No band in 2006 benefited from the power of the Internet like Cold War Kids. On Downtown Records, the same label that brought us breakout hit Gnarls Barkley, the band got so much praiseworthy press early on that it was playing Lollapalooza before its first album even hit stores.
Remarkably, the album, Robbers & Cowards, totally lives up to the hype, with a collection of storytelling songs that blend rock and roll with noise collages. The guys—including frontman and piano man Nathan Willett, drummer Matt Aveiro, bassist Matt Maust, and guitarist Jonnie Russell—recently stopped by the Sugar Publishing offices on their way back home to Long Beach, Calif., for an interview.
I talked to the band about everything from the music they're digging now — including the new Tom Waits album and Cat Power — to the authors they love (David Foster Wallace is a group fave). To see what the Cold War Kids had to say about their newfound fame and what comes next,
First, how did you guys come up with the band name?
Maust: I was traveling through eastern Europe with my bro, and when I was outside Budapest, they had taken out all these statues and just dumped them outside of cities. You could visit them and climb on them and kick ‘em, and my brother and I had like a picnic on Stalin’s foot. I thought, we couldn’t have done this in the '70s.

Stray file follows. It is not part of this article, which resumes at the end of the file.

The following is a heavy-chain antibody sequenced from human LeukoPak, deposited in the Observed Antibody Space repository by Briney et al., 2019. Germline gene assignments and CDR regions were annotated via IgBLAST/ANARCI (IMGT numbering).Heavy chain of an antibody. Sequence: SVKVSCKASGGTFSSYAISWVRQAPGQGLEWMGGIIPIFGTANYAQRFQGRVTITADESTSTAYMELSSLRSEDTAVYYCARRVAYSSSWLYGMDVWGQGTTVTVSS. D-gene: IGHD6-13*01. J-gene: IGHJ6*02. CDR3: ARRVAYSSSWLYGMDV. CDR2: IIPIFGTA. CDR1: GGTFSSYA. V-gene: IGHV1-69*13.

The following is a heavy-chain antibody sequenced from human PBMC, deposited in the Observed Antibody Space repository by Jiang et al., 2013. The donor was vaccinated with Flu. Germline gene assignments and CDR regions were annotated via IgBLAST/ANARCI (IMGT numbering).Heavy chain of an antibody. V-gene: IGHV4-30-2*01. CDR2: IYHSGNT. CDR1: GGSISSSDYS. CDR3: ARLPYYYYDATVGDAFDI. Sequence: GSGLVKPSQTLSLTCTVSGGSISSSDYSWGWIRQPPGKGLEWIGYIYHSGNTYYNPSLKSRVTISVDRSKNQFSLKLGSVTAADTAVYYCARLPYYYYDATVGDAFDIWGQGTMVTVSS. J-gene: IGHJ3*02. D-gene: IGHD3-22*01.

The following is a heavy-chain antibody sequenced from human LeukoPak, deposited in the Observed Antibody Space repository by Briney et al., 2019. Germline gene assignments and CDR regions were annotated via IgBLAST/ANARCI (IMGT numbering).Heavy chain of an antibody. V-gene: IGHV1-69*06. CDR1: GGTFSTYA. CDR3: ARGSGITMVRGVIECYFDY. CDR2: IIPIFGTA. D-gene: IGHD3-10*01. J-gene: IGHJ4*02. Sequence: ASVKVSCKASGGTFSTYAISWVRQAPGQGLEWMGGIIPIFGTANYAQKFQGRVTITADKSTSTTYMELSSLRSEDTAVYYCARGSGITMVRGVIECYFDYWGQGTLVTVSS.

How did you get hooked up with Downtown Records?
Maust: They took us to a really nice breakfast and wooed us with omelets.
Willett: They had the right balance of small and new enough, but they also had the gusto enough to do the things we wanted to do.
Tell me a bit about how the album caught fire online.
Willett: About eight months ago, our friend Matt O’Brien, who is a big blog guy, was talking to us about bloggers, and he showed us how we had a review on a blog of our EP. When we put out the second and third EPs, we decided to send them out to some blogs, like Stereogum and My Old Kentucky Blog.
Maust: At first, I was a little scared getting all this press; I was like, we gotta get an album out, guys.
Willett: The more you don’t have music that’s available to buy and people are talking about it, the more that you’re really living up to expectations. You’d rather let the music speak for your band than the hype.
How do you come up with ideas for songs?
Nathan: We just write music together. We’ll all be together in a room, and someone comes up with an idea they like and everyone else just grabs onto it.
Maust: Matt (Aveiro) might come with more of a hip-hop beat, and I come to the table from more of a punk-rock standpoint, and when those things mesh, you get a song like “Saint John.”
Aveiro: Sometimes we don’t have the biggest space that we play in, so we’ll have things laying around that we can pick up and bang on.
Most: Wine bottles, fishing reels, chairs being scooted around ...
Now that you're done with touring for a while, what's up next for you guys?
Nathan: We did some recording at the BBC a few weeks ago, including a John Lennon/Yoko Ono song called “Well Well Well.” It was in Peel Studios, a 4-hour session, and they set up lots of pianos and keys in big room, and you just get to play a bit.
Aveiro: It’s pretty much the modern equivalent of the Peel Sessions.
I can't wait to hear the band's new songs, but for now, I'll just sustain myself on Robbers & Cowards. Tune in later today to hear one of my favorite Cold War Kids tracks.